However, there is a need for wider consultations to embrace contributions and concerns from stakeholders in the sector before presenting all the other sections of the bill to the National Assembly.
One of the fora for informing petroleum host and impacted communities on the content of the bill was organized by Emerald Energy Institute, University of Port Harcourt, under the auspices of FOSTER Ltd (the sponsor).
FOSTER, a non-governmental organization provides a multi-stakeholder platform for interaction aimed at resolving the challenges militating against the poor performance of the oil and gas sector, especially in Nigeria. They aim to catalyze a positive change and transformation of the Nigeria petroleum sector through engagement of various stakeholders.
Consistent with this objective, a one-day forum was organized to review, explain and evaluate the reasoning underlying the rudiments of the PIGB; and to stimulate discussions on the principles and structure of the PHICB among leaders and dignitaries in petroleum host and impacted communities. The aim was to facilitate understanding of the bill in preparation for the public hearing at the National Assembly, particularly, on the Petroleum Host Community Bill (PHCB).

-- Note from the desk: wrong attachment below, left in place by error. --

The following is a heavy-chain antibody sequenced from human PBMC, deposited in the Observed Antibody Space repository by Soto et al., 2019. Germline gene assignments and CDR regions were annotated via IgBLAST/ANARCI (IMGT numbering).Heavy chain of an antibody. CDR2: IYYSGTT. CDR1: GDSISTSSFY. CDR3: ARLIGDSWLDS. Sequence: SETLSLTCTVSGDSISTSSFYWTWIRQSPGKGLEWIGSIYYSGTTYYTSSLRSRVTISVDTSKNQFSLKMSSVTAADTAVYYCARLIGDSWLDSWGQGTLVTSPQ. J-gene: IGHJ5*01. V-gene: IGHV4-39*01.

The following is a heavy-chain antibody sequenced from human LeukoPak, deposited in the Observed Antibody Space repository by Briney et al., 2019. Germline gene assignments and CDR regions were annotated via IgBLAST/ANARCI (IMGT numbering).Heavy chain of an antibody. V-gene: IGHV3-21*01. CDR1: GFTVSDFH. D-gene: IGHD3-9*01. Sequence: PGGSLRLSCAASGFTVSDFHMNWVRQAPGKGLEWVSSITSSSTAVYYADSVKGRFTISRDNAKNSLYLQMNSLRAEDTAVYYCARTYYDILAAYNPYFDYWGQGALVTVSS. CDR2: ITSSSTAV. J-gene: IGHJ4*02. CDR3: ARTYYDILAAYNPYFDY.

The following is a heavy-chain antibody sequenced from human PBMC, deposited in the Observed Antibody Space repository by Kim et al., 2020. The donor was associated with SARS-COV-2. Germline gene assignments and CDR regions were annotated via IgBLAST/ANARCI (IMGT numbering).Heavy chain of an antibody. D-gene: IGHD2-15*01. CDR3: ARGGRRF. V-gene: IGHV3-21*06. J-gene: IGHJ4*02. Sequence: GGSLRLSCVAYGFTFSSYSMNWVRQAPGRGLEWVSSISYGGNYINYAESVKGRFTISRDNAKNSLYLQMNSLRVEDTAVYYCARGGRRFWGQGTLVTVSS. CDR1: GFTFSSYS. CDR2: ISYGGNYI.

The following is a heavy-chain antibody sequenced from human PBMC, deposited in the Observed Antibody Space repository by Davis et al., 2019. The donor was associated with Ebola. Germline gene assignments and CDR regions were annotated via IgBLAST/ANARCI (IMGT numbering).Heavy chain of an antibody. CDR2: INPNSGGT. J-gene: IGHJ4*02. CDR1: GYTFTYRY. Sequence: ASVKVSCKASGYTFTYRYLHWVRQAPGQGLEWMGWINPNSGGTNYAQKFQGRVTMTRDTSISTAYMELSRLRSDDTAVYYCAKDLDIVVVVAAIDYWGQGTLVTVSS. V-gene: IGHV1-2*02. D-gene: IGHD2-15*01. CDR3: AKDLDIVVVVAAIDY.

The forum which was well attended was chaired by Prof. Eme Ekekwe of the University of Port Harcourt. The representative from FOSTER (Mr. Michael Uzoigwe, a former British Chevening Scholar) after providing a background of the organization (FOSTER), highlighted that the essence of the forum was to assemble contributions from stakeholders on how to improve upon the contents and provisions of the bill.
The director, EEI, Prof Wumi Iledare made a presentation on the passed PIGB titled “The Petroleum Industry Governance Bill: Critical Reforms Issues and Resolutions”. In his presentation, Prof Iledare reiterated the need for adequate management of the petroleum sector, especially against the background of the rapidly changing global energy system.
Amongst the trends shaping the global energy sector are:
• climate change and economic concerns,